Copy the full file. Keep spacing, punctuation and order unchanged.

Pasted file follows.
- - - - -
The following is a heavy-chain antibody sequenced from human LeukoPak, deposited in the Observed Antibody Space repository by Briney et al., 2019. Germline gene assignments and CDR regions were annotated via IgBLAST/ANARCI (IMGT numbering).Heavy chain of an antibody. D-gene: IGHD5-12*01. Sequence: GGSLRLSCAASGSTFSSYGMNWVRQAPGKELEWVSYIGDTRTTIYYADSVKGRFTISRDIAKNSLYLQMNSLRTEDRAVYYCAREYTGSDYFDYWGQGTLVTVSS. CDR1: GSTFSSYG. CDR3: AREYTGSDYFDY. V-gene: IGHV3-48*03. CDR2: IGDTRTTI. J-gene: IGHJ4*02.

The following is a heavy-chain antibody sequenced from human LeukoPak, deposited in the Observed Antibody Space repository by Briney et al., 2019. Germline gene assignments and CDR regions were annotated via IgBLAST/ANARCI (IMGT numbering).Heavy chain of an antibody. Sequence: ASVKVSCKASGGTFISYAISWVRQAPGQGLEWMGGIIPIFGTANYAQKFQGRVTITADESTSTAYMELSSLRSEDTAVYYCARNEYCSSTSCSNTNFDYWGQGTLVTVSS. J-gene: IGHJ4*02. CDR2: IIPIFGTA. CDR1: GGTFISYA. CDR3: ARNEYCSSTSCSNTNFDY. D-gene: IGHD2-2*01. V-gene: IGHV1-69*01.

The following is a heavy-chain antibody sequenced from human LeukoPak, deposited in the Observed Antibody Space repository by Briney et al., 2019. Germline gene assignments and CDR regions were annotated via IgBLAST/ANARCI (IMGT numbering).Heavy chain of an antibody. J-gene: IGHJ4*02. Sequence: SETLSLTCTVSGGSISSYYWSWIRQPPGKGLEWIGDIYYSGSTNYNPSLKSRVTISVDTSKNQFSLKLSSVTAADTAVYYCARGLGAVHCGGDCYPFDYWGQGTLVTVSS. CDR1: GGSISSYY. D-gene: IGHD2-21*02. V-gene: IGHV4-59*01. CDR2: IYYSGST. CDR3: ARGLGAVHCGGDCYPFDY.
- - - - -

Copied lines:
The following is a heavy-chain antibody sequenced from human LeukoPak, deposited in the Observed Antibody Space repository by Briney et al., 2019. Germline gene assignments and CDR regions were annotated via IgBLAST/ANARCI (IMGT numbering).Heavy chain of an antibody. D-gene: IGHD5-12*01. Sequence: GGSLRLSCAASGSTFSSYGMNWVRQAPGKELEWVSYIGDTRTTIYYADSVKGRFTISRDIAKNSLYLQMNSLRTEDRAVYYCAREYTGSDYFDYWGQGTLVTVSS. CDR1: GSTFSSYG. CDR3: AREYTGSDYFDY. V-gene: IGHV3-48*03. CDR2: IGDTRTTI. J-gene: IGHJ4*02.

The following is a heavy-chain antibody sequenced from human LeukoPak, deposited in the Observed Antibody Space repository by Briney et al., 2019. Germline gene assignments and CDR regions were annotated via IgBLAST/ANARCI (IMGT numbering).Heavy chain of an antibody. Sequence: ASVKVSCKASGGTFISYAISWVRQAPGQGLEWMGGIIPIFGTANYAQKFQGRVTITADESTSTAYMELSSLRSEDTAVYYCARNEYCSSTSCSNTNFDYWGQGTLVTVSS. J-gene: IGHJ4*02. CDR2: IIPIFGTA. CDR1: GGTFISYA. CDR3: ARNEYCSSTSCSNTNFDY. D-gene: IGHD2-2*01. V-gene: IGHV1-69*01.

The following is a heavy-chain antibody sequenced from human LeukoPak, deposited in the Observed Antibody Space repository by Briney et al., 2019. Germline gene assignments and CDR regions were annotated via IgBLAST/ANARCI (IMGT numbering).Heavy chain of an antibody. J-gene: IGHJ4*02. Sequence: SETLSLTCTVSGGSISSYYWSWIRQPPGKGLEWIGDIYYSGSTNYNPSLKSRVTISVDTSKNQFSLKLSSVTAADTAVYYCARGLGAVHCGGDCYPFDYWGQGTLVTVSS. CDR1: GGSISSYY. D-gene: IGHD2-21*02. V-gene: IGHV4-59*01. CDR2: IYYSGST. CDR3: ARGLGAVHCGGDCYPFDY.